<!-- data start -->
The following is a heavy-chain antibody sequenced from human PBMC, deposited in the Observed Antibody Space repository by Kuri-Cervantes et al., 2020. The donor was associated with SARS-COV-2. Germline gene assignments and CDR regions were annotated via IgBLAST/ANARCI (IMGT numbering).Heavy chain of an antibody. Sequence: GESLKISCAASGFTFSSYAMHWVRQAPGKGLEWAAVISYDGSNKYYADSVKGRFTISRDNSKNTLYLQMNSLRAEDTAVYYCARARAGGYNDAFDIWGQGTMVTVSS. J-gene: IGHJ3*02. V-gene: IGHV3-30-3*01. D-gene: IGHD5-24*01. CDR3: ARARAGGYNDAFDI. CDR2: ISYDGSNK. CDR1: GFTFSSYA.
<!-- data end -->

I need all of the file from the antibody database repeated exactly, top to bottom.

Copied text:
The following is a heavy-chain antibody sequenced from human PBMC, deposited in the Observed Antibody Space repository by Kuri-Cervantes et al., 2020. The donor was associated with SARS-COV-2. Germline gene assignments and CDR regions were annotated via IgBLAST/ANARCI (IMGT numbering).Heavy chain of an antibody. Sequence: GESLKISCAASGFTFSSYAMHWVRQAPGKGLEWAAVISYDGSNKYYADSVKGRFTISRDNSKNTLYLQMNSLRAEDTAVYYCARARAGGYNDAFDIWGQGTMVTVSS. J-gene: IGHJ3*02. V-gene: IGHV3-30-3*01. D-gene: IGHD5-24*01. CDR3: ARARAGGYNDAFDI. CDR2: ISYDGSNK. CDR1: GFTFSSYA.